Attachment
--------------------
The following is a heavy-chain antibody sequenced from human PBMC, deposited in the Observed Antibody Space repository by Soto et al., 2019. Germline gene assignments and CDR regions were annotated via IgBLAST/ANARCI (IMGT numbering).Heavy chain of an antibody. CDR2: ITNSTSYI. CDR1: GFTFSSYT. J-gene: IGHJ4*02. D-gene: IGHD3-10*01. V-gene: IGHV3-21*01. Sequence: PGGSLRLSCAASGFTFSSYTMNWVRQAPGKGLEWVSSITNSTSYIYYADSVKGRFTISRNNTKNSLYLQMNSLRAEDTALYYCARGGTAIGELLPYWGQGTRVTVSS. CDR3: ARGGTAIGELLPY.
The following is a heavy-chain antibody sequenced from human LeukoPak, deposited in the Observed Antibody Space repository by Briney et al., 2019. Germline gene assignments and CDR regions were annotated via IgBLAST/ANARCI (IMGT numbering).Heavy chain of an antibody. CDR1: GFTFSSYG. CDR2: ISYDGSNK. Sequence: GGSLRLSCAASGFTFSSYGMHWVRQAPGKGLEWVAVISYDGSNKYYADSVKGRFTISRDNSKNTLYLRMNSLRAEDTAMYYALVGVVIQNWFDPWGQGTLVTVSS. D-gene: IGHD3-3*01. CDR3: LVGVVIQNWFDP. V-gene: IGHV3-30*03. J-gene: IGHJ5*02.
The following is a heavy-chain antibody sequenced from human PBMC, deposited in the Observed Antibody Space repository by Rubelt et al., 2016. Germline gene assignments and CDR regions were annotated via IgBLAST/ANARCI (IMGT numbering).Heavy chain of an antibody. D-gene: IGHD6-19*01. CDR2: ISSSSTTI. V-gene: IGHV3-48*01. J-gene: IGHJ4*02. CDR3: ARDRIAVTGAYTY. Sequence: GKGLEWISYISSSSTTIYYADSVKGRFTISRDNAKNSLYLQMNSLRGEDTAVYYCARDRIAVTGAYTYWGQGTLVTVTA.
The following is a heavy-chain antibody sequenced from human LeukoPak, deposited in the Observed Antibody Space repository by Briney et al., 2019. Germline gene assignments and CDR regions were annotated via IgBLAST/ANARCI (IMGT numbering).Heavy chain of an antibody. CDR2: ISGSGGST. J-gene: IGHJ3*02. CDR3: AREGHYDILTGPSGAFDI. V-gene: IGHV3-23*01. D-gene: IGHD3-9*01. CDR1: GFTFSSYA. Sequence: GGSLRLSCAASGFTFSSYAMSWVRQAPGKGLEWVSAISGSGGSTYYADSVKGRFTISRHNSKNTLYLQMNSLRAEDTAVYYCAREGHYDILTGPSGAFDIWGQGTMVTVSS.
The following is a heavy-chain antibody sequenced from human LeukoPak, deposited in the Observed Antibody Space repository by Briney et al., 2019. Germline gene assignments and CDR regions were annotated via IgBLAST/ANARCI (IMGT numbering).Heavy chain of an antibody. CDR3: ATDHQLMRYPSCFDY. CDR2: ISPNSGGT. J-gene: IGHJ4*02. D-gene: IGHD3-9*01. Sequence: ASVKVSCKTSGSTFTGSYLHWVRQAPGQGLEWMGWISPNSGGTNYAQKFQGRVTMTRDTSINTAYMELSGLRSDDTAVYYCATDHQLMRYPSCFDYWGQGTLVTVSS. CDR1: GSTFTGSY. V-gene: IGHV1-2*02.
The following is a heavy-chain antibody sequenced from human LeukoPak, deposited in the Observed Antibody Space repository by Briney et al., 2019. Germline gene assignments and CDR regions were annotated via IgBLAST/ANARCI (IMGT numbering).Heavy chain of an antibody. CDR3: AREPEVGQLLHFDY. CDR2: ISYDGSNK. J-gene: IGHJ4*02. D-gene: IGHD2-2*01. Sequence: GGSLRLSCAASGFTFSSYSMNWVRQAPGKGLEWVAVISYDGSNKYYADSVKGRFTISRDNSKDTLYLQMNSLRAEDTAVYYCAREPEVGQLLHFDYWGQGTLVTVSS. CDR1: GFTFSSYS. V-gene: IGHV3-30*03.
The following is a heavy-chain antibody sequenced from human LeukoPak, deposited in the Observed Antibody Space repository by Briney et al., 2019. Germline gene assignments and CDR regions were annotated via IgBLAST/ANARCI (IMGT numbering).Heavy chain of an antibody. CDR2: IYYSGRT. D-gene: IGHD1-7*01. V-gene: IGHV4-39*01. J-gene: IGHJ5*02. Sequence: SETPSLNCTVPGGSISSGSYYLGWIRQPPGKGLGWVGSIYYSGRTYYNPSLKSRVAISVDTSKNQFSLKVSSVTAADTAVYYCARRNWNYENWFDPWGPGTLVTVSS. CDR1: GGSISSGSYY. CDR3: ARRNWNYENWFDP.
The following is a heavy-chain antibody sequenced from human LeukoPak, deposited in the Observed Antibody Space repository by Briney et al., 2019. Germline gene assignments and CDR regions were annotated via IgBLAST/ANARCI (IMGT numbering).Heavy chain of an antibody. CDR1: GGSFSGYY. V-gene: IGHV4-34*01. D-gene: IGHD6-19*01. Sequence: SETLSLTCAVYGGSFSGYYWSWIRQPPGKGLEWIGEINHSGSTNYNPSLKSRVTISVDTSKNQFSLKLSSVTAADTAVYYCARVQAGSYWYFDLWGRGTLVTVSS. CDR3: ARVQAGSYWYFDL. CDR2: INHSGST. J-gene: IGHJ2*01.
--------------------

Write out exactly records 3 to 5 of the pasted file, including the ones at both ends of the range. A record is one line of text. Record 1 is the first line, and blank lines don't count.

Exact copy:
The following is a heavy-chain antibody sequenced from human PBMC, deposited in the Observed Antibody Space repository by Rubelt et al., 2016. Germline gene assignments and CDR regions were annotated via IgBLAST/ANARCI (IMGT numbering).Heavy chain of an antibody. D-gene: IGHD6-19*01. CDR2: ISSSSTTI. V-gene: IGHV3-48*01. J-gene: IGHJ4*02. CDR3: ARDRIAVTGAYTY. Sequence: GKGLEWISYISSSSTTIYYADSVKGRFTISRDNAKNSLYLQMNSLRGEDTAVYYCARDRIAVTGAYTYWGQGTLVTVTA.
The following is a heavy-chain antibody sequenced from human LeukoPak, deposited in the Observed Antibody Space repository by Briney et al., 2019. Germline gene assignments and CDR regions were annotated via IgBLAST/ANARCI (IMGT numbering).Heavy chain of an antibody. CDR2: ISGSGGST. J-gene: IGHJ3*02. CDR3: AREGHYDILTGPSGAFDI. V-gene: IGHV3-23*01. D-gene: IGHD3-9*01. CDR1: GFTFSSYA. Sequence: GGSLRLSCAASGFTFSSYAMSWVRQAPGKGLEWVSAISGSGGSTYYADSVKGRFTISRHNSKNTLYLQMNSLRAEDTAVYYCAREGHYDILTGPSGAFDIWGQGTMVTVSS.
The following is a heavy-chain antibody sequenced from human LeukoPak, deposited in the Observed Antibody Space repository by Briney et al., 2019. Germline gene assignments and CDR regions were annotated via IgBLAST/ANARCI (IMGT numbering).Heavy chain of an antibody. CDR3: ATDHQLMRYPSCFDY. CDR2: ISPNSGGT. J-gene: IGHJ4*02. D-gene: IGHD3-9*01. Sequence: ASVKVSCKTSGSTFTGSYLHWVRQAPGQGLEWMGWISPNSGGTNYAQKFQGRVTMTRDTSINTAYMELSGLRSDDTAVYYCATDHQLMRYPSCFDYWGQGTLVTVSS. CDR1: GSTFTGSY. V-gene: IGHV1-2*02.